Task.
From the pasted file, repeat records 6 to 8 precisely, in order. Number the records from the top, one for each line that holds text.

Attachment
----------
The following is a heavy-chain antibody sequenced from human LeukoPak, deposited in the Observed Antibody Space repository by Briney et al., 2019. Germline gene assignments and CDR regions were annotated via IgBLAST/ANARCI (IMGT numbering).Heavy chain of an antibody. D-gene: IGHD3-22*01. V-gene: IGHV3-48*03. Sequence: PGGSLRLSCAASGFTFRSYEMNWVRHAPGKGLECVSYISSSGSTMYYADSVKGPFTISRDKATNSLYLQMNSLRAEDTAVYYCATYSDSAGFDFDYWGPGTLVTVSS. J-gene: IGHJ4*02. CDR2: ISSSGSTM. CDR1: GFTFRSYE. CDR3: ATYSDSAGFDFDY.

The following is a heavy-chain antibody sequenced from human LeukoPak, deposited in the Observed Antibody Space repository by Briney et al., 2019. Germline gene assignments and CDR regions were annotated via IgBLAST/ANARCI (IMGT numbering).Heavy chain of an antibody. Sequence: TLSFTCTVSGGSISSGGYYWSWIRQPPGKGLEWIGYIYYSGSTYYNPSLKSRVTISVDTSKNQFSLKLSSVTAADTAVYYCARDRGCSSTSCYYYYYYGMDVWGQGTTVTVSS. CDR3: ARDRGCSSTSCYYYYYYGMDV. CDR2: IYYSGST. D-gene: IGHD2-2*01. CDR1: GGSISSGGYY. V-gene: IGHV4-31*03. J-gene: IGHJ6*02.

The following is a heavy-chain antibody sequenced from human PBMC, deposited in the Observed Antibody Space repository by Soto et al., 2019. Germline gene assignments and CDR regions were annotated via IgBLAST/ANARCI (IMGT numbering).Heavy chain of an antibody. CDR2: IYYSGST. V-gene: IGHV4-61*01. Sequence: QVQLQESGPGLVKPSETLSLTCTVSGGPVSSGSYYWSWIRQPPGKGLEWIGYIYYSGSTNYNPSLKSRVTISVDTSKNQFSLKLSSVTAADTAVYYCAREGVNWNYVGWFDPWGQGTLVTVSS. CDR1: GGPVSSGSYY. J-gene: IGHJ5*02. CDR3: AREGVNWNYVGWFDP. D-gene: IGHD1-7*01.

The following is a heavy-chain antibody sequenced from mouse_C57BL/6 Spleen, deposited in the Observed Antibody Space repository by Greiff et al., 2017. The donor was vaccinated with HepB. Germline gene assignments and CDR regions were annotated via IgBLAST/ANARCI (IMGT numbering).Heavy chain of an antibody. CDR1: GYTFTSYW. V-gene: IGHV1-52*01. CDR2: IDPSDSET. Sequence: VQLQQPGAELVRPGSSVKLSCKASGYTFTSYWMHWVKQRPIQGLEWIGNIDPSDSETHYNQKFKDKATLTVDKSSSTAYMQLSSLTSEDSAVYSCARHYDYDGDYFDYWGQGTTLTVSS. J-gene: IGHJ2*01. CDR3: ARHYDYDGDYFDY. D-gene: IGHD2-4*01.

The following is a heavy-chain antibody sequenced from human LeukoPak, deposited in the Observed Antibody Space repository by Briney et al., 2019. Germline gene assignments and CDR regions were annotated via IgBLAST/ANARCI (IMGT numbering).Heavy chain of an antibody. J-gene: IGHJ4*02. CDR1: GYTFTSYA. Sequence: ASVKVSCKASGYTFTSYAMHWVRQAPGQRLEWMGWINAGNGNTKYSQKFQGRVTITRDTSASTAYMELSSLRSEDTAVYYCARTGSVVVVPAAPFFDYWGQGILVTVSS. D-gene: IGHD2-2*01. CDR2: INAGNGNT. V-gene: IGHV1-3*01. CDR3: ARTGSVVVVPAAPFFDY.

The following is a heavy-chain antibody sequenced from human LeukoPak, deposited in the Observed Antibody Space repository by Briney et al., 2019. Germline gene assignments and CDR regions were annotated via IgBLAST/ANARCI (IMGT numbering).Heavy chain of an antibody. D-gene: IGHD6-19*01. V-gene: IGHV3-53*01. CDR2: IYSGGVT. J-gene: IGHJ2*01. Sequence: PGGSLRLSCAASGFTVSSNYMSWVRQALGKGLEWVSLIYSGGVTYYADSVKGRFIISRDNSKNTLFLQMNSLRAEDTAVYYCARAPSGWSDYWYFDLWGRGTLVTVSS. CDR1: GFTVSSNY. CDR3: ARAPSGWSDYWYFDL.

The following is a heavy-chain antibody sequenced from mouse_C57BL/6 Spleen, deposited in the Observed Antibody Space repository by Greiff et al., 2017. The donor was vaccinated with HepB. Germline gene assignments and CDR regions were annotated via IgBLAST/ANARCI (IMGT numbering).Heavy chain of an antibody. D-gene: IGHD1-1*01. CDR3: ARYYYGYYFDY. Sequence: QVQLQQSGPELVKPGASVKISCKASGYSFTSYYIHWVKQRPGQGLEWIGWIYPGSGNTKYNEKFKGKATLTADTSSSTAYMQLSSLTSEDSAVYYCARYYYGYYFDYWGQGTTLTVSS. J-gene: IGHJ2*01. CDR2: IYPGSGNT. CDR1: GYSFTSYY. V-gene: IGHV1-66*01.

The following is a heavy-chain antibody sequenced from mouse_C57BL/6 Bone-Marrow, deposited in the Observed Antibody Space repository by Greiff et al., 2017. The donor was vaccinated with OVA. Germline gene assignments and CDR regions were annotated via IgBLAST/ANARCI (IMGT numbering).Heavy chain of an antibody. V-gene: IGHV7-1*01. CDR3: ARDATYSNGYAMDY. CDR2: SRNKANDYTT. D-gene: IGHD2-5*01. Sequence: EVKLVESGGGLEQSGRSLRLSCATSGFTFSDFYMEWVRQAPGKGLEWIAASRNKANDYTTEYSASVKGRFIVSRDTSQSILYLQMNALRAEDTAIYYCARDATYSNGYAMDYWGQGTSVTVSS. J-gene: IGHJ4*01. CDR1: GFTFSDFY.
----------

The following is a heavy-chain antibody sequenced from human LeukoPak, deposited in the Observed Antibody Space repository by Briney et al., 2019. Germline gene assignments and CDR regions were annotated via IgBLAST/ANARCI (IMGT numbering).Heavy chain of an antibody. D-gene: IGHD6-19*01. V-gene: IGHV3-53*01. CDR2: IYSGGVT. J-gene: IGHJ2*01. Sequence: PGGSLRLSCAASGFTVSSNYMSWVRQALGKGLEWVSLIYSGGVTYYADSVKGRFIISRDNSKNTLFLQMNSLRAEDTAVYYCARAPSGWSDYWYFDLWGRGTLVTVSS. CDR1: GFTVSSNY. CDR3: ARAPSGWSDYWYFDL.

The following is a heavy-chain antibody sequenced from mouse_C57BL/6 Spleen, deposited in the Observed Antibody Space repository by Greiff et al., 2017. The donor was vaccinated with HepB. Germline gene assignments and CDR regions were annotated via IgBLAST/ANARCI (IMGT numbering).Heavy chain of an antibody. D-gene: IGHD1-1*01. CDR3: ARYYYGYYFDY. Sequence: QVQLQQSGPELVKPGASVKISCKASGYSFTSYYIHWVKQRPGQGLEWIGWIYPGSGNTKYNEKFKGKATLTADTSSSTAYMQLSSLTSEDSAVYYCARYYYGYYFDYWGQGTTLTVSS. J-gene: IGHJ2*01. CDR2: IYPGSGNT. CDR1: GYSFTSYY. V-gene: IGHV1-66*01.

The following is a heavy-chain antibody sequenced from mouse_C57BL/6 Bone-Marrow, deposited in the Observed Antibody Space repository by Greiff et al., 2017. The donor was vaccinated with OVA. Germline gene assignments and CDR regions were annotated via IgBLAST/ANARCI (IMGT numbering).Heavy chain of an antibody. V-gene: IGHV7-1*01. CDR3: ARDATYSNGYAMDY. CDR2: SRNKANDYTT. D-gene: IGHD2-5*01. Sequence: EVKLVESGGGLEQSGRSLRLSCATSGFTFSDFYMEWVRQAPGKGLEWIAASRNKANDYTTEYSASVKGRFIVSRDTSQSILYLQMNALRAEDTAIYYCARDATYSNGYAMDYWGQGTSVTVSS. J-gene: IGHJ4*01. CDR1: GFTFSDFY.